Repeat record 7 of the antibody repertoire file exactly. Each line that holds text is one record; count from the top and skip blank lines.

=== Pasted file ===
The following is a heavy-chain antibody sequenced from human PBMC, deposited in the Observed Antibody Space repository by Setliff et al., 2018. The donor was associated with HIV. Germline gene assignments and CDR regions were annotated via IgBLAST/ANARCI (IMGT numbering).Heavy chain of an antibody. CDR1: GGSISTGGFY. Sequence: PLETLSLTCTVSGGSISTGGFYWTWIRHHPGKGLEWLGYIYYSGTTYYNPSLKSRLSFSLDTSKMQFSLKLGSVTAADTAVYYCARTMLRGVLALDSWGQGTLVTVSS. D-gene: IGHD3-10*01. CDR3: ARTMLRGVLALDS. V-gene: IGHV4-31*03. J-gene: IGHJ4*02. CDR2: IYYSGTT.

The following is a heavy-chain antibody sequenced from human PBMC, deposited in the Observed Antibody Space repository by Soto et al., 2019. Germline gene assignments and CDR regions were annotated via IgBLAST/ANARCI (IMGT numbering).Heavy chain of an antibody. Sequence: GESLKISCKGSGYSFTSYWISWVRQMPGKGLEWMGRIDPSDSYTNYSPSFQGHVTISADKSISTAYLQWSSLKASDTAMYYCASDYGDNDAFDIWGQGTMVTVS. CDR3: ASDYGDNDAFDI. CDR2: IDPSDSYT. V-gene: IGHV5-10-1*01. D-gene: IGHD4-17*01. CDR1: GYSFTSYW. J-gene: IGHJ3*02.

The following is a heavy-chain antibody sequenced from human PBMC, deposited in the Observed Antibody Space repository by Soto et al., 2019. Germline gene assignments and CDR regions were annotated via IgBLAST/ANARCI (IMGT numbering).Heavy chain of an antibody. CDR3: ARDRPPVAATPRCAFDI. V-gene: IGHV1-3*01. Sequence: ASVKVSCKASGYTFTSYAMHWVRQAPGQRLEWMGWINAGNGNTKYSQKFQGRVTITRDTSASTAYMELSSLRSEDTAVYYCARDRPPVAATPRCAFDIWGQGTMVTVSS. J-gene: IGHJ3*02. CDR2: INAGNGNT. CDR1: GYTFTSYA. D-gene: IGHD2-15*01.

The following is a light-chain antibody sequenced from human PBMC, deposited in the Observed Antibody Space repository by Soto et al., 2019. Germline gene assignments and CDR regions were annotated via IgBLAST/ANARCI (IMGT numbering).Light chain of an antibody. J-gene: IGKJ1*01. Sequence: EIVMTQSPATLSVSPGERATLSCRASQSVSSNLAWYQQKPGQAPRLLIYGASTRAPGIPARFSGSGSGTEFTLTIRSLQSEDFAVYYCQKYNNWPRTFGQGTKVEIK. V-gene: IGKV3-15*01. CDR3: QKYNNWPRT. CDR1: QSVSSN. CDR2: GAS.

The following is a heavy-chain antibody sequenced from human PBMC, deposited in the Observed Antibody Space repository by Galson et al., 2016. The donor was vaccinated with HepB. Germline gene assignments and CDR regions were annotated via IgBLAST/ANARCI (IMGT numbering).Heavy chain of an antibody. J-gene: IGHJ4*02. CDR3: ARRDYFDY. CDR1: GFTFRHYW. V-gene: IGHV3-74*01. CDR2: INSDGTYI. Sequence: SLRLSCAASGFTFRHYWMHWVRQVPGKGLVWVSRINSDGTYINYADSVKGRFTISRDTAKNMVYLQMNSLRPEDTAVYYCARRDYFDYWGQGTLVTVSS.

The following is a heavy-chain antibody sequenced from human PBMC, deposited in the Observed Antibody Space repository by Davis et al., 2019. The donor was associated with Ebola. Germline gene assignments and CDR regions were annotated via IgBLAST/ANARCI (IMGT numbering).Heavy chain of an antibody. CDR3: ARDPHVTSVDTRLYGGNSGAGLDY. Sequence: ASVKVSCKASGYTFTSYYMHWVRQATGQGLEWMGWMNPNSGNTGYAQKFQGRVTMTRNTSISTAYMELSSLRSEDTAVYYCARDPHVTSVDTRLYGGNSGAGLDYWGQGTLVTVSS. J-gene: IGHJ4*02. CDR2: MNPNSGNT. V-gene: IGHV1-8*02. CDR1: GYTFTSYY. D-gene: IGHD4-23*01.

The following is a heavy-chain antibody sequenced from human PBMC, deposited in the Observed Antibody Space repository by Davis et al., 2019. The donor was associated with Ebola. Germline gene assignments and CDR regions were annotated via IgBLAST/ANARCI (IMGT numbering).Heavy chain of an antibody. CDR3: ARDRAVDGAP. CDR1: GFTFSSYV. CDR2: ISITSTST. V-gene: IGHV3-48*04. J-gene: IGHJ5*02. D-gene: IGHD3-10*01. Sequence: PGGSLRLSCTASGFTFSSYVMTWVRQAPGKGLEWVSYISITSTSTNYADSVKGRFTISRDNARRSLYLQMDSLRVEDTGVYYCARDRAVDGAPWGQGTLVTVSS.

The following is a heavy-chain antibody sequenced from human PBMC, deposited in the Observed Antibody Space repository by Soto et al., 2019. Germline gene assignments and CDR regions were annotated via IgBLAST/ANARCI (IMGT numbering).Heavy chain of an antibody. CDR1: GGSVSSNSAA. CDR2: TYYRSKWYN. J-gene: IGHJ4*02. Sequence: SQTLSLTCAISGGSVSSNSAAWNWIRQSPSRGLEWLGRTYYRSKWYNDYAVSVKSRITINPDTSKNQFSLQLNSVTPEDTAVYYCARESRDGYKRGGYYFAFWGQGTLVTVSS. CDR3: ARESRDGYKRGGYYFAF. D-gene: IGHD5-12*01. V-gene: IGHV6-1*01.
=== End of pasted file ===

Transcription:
The following is a heavy-chain antibody sequenced from human PBMC, deposited in the Observed Antibody Space repository by Davis et al., 2019. The donor was associated with Ebola. Germline gene assignments and CDR regions were annotated via IgBLAST/ANARCI (IMGT numbering).Heavy chain of an antibody. CDR3: ARDRAVDGAP. CDR1: GFTFSSYV. CDR2: ISITSTST. V-gene: IGHV3-48*04. J-gene: IGHJ5*02. D-gene: IGHD3-10*01. Sequence: PGGSLRLSCTASGFTFSSYVMTWVRQAPGKGLEWVSYISITSTSTNYADSVKGRFTISRDNARRSLYLQMDSLRVEDTGVYYCARDRAVDGAPWGQGTLVTVSS.